THE Zimbabwe Energy Regulatory Authority (Zera) has bemoaned the low success rate of independent power producers (IPPs) in the country, saying their contribution to the national grid is less than 2%.
The country has more than 100 IPPs with a cumulative capacity of 8 000 megawatts (MW) potential capacity installation.
Speaking at an Independent Power Producers Financing Indaba held in Harare last week, Zera board chairman David Madzikanda said other innovative ideas and research need to be considered to make the contribution of IPPs more meaningful and to meet the government target of 40% on renewable energy.
“The country has huge solar photovoltaic irradiation potential of 109 gigawatts (GW) and concentrated solar power estimated potential of 39,5GW, which far exceeds the country’s needs,” Madzikanda said.
“On paper, Zera has more than 100 IPPs with a cumulative capacity of more than 8 000 MW potential capacity installation, but IPPs are currently contributing less than 2 % into the grid.
“This is more than three times the current peak demand of the country and we could be a net exporter of power within the Sadc (Southern African Development Community) region if these projects had been commissioned.”
He added: “Huge opportunities lie in the implementation of IPPs at the power generation stage in view of the huge capacity deficit as well as the anticipated demand for electricity in the country.
“Even with a delayed policy scenario, the power demand is expected to double over the next 10 years to 4 176MW in 2033 and therefore there is huge demand for power in the country.”
Madzikanda said the power sector experienced an influx of more than 100 IPPs attempting to compete in the traditionally slow-moving and highly-vertically-integrated energy utility market.
These new entrants, according to him, sought to bridge the gap between business-as-usual in the energy sector and a fully-renewables-based energy sector, developing new value propositions as an alternative to the inefficient and loss making of the traditional energy utility approach.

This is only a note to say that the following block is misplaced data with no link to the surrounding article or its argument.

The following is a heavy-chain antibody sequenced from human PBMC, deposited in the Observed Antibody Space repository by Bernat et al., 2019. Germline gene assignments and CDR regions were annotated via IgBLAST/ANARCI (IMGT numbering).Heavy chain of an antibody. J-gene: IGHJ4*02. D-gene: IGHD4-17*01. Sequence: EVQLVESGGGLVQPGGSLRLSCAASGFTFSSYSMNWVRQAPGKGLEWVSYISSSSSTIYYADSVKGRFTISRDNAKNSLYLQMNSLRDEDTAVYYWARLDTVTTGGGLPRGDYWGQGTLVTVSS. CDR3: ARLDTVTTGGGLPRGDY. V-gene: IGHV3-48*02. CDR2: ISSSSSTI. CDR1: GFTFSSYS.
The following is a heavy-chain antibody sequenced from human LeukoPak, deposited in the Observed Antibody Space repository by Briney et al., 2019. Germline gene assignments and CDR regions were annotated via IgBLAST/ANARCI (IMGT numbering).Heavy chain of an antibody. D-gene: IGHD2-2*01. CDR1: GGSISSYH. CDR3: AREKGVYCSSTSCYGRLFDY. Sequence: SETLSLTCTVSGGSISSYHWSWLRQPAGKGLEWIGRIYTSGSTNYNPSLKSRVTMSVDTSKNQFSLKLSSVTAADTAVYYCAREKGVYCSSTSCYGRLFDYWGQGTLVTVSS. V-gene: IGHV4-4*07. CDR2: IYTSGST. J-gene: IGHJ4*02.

He said these projects have failed due to lack of financing, shortage of foreign currency, government guarantees, capacity of Zimbabwe Electricity Transmission and Distribution Company and the currency of transactions.
“We must overcome these challenges one way or the other, and therefore, it cannot be ‘business as usual’ and that’s why as Zera, we are much more proactive and taking these initiatives, including taking a glide path to cost reflective tariffs,” he said.
Madzikanda said the regulator was willing to change the approval processes for power purchases agreements for as long as the interests of customers are protected and government policies, particularly, the renewable energy component are considered.
“As Zera, we would like to understand what the market requires to get funding into the power sector,” he said.
“We are amenable to changes in our approval processes for power purchase agreements for as long as the interests of customers are protected and government policies, particularly, the renewable energy components are considered.
“Together, with the support of the government’s implementation agreement and several initiatives that we have taken, we would like to create an enabling environment for investment of power projects.”
Zimbabwe has been facing power shortages with several urban areas going for many hours without electricity despite the country’s power utility announcing that the days of power cuts are over after the commissioning of two new units at the Hwange Power Station. – (The Standard)